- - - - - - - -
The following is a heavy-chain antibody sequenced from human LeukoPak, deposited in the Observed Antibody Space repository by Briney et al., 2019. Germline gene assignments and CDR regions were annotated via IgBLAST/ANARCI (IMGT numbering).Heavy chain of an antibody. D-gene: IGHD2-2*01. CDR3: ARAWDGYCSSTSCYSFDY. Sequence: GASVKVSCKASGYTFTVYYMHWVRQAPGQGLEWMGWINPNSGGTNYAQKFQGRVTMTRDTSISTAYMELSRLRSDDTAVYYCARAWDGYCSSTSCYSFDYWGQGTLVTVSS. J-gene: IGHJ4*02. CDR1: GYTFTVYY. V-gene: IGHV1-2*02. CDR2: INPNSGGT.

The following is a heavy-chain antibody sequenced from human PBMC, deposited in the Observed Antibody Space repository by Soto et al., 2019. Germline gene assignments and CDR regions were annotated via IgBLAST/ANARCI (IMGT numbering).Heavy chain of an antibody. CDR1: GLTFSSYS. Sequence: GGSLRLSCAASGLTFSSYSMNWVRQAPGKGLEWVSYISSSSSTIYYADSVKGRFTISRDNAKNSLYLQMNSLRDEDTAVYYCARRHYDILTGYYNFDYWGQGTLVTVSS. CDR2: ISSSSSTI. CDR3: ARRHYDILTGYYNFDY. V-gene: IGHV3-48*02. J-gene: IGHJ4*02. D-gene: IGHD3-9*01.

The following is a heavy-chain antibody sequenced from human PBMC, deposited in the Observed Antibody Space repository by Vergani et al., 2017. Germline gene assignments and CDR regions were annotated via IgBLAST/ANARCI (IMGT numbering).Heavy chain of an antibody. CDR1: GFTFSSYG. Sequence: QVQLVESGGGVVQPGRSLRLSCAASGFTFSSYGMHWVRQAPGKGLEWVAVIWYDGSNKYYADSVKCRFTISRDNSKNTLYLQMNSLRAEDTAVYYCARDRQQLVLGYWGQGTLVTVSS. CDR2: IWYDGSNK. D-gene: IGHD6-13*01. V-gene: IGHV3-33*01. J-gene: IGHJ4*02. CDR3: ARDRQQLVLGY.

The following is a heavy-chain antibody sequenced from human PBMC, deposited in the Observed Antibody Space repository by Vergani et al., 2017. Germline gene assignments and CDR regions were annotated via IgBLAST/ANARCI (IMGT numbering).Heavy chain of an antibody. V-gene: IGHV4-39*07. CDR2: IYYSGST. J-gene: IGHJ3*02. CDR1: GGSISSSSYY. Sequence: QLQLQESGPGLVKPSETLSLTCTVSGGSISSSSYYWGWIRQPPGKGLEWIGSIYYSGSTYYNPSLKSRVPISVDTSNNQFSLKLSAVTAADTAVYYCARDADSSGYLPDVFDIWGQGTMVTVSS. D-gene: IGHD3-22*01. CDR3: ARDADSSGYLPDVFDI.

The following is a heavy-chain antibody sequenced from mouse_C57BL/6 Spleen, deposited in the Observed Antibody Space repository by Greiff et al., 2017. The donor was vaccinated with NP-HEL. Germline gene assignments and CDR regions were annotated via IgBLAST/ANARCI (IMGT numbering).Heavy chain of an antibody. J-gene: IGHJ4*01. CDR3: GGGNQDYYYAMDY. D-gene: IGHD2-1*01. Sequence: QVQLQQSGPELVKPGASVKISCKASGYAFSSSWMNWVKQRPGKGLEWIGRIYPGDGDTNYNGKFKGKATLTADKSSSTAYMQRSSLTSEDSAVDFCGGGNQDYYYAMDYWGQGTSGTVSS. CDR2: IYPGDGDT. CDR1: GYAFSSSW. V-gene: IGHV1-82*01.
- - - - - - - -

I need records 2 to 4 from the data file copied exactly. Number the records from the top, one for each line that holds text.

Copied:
The following is a heavy-chain antibody sequenced from human PBMC, deposited in the Observed Antibody Space repository by Soto et al., 2019. Germline gene assignments and CDR regions were annotated via IgBLAST/ANARCI (IMGT numbering).Heavy chain of an antibody. CDR1: GLTFSSYS. Sequence: GGSLRLSCAASGLTFSSYSMNWVRQAPGKGLEWVSYISSSSSTIYYADSVKGRFTISRDNAKNSLYLQMNSLRDEDTAVYYCARRHYDILTGYYNFDYWGQGTLVTVSS. CDR2: ISSSSSTI. CDR3: ARRHYDILTGYYNFDY. V-gene: IGHV3-48*02. J-gene: IGHJ4*02. D-gene: IGHD3-9*01.

The following is a heavy-chain antibody sequenced from human PBMC, deposited in the Observed Antibody Space repository by Vergani et al., 2017. Germline gene assignments and CDR regions were annotated via IgBLAST/ANARCI (IMGT numbering).Heavy chain of an antibody. CDR1: GFTFSSYG. Sequence: QVQLVESGGGVVQPGRSLRLSCAASGFTFSSYGMHWVRQAPGKGLEWVAVIWYDGSNKYYADSVKCRFTISRDNSKNTLYLQMNSLRAEDTAVYYCARDRQQLVLGYWGQGTLVTVSS. CDR2: IWYDGSNK. D-gene: IGHD6-13*01. V-gene: IGHV3-33*01. J-gene: IGHJ4*02. CDR3: ARDRQQLVLGY.

The following is a heavy-chain antibody sequenced from human PBMC, deposited in the Observed Antibody Space repository by Vergani et al., 2017. Germline gene assignments and CDR regions were annotated via IgBLAST/ANARCI (IMGT numbering).Heavy chain of an antibody. V-gene: IGHV4-39*07. CDR2: IYYSGST. J-gene: IGHJ3*02. CDR1: GGSISSSSYY. Sequence: QLQLQESGPGLVKPSETLSLTCTVSGGSISSSSYYWGWIRQPPGKGLEWIGSIYYSGSTYYNPSLKSRVPISVDTSNNQFSLKLSAVTAADTAVYYCARDADSSGYLPDVFDIWGQGTMVTVSS. D-gene: IGHD3-22*01. CDR3: ARDADSSGYLPDVFDI.